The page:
She looked around, “That’s when Patel beat tracks and I missed my mark.”

Returning to her story, she went on, “So, Jo starts murmuring to him, like talking to a baby, or a frightened kid. All, ‘It’s okay, babe. Didn’t happen. Nothing happened. We’re safe. We’re outside. I’m safe. I’m right here’.”

Steve reached over and stroked a finger down Cath’s wrist. “Beverly’s group had Zane and some others jacked into their system a few years ago. It was,” he stuttered, remembering Jo’s face, Beverly’s smug triumph, “it was really bad. According to Jo.”

“Must have been,” Cath shivered. “So, she figured out pretty quick that he wasn’t responding at all. And then all of sudden, she gets this look on her face, and it’s like, whoa, terrifying, face of vengeance, and she picks up a metal stool and hands it to him and says, ‘smash it babe. Grind it to dust’.”

Cath sat back with huge expulsion of air. “So. He did.”

“It sounded like he was going to take the whole container apart.” Kono still sounded a little awed.

“No kidding,” Steve agreed. “I looked in after it was all over and they’d taken Beverly off to the trailer. Every piece of equipment was in little bits, wires pulled out of their housings, furniture overturned. I can’t believe one guy could wreak so much damage in such a short time.”

“Oh, it wasn’t just him. She did her fair share,” Cath said. “There is clearly some intense history there.”

She looked at Steve and raised an inquiring eyebrow.

Before Steve could decide how to respond, Danny commented, “I know Beverly was half convinced he was going to come kill her next.”

“Yeah.” Cath nodded vigorously. “I know he thought really hard about it, after he’d finished smashing the last of the computers to bits. He looked to Jo, but she made him make up his own mind. Said she didn’t care either way, what he did, she was his forever and she hated Beverly, but she wasn’t going to give him permission or blessing either.”

“So that’s why he’s in the trailer now, trying to figure out how to get that damn collar off her?” Chin asked.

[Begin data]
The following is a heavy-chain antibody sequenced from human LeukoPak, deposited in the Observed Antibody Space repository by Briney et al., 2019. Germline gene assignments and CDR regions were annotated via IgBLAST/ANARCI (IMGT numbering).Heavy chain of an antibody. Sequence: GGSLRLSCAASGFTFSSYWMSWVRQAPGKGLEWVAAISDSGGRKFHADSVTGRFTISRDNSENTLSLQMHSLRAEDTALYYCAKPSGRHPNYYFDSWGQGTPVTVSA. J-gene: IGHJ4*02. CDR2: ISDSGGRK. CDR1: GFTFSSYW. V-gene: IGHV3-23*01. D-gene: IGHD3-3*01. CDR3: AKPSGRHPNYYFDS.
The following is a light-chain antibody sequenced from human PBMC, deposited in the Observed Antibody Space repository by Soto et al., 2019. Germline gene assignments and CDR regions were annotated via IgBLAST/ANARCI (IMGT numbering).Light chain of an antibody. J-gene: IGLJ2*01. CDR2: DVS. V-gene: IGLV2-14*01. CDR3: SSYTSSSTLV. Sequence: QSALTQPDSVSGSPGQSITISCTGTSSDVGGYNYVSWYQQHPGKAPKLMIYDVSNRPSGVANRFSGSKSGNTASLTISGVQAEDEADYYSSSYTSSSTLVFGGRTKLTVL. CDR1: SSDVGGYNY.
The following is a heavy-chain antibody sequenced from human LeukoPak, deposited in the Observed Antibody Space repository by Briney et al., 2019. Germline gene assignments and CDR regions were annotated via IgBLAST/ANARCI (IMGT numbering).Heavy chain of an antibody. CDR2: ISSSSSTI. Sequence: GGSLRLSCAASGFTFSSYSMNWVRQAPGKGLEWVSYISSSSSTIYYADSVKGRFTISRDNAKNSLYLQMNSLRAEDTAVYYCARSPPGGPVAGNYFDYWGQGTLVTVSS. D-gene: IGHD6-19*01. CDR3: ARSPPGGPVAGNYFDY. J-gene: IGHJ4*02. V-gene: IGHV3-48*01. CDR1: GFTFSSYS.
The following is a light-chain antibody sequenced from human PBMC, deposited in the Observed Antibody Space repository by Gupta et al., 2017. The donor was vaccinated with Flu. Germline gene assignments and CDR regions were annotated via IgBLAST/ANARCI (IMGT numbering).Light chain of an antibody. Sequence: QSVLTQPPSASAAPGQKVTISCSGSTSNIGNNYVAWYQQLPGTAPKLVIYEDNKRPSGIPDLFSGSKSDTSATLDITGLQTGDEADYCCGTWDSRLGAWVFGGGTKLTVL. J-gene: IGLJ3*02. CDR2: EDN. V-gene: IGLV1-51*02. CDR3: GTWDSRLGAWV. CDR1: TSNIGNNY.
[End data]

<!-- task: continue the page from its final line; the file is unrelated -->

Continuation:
They finished their food in contemplative silence, and if Cath scooted closer, to press her thigh against his, that was only fair because he’d leaned back and angled his body so she could lean against his shoulder.

The rest time ended when Danny stood up. “We should go get the cars and the other gear. Probably take about an hour.” Danny said. “Who’s with me?”

Steve rose to his feet. “I want to get my truck back.”

Chin said, “I’ll come too, and I’ll go see if either Davis or Patel wants to retrieve their vehicle.”

Steve glanced down at Cath. “If we’re going to help with the clean up, you might as well get started with your Bob the Builder fantasy.”

Cath beamed at him as he hauled her to her feet. She landed in his arms, so he kissed her, because, well, he was helpless when she smiled like that.

Kono said, “Dibs on the digger.”

Chin came back from the trailer, Davis following him.

“How’s Zane doing with the collar?” Steve asked.

“He’s about to take it off. Either Beverly walks out of the trailer in five minutes, or,” Chin shrugged, “she doesn’t.”

It was three minutes, and Beverly walked out. Jo escorted her to the perimeter fence, handcuffed her to the chain-link netting, and returned to the trailer.

During the hike back up the hill to the vehicles, Steve, Danny and Chin all attempted to learn more about RI and it’s employees, but Davis proved closemouthed in the extreme. Only his charming smile as he ducked their questions convinced Danny to stop harassing him further. Steve did gather that Davis, as a team leader under Jo, was terribly embarrassed and angry, both for his fallen men and at them, for failing to protect Parish. He also appeared to genuinely respect Jo, and regarded Donovan with a sort of paternal exasperation, proud, mystified and annoyed in equal measure.

By the time they returned, Cath and Kono had figured out how to work the bulldozer and digger in tandem and successfully pushed the medical container into the pit in the ground, along with all its generators. Parish was sitting up and drinking water, looking dazed and grateful. Patel, Zane and Jo were walking the construction site, collecting all the random bits of trash and tools and tossing them into the pit.

Zane fell on the bags of equipment and quickly organized a production line, attaching what was nearly all of Five-O’s supply of C4, along with a good portion of their grenades, to long lines of Christmas lights already rigged with charging caps to trigger the explosions. When they asked where on earth Zane had come up with everything, he laughed and replied, “Dollar stores.”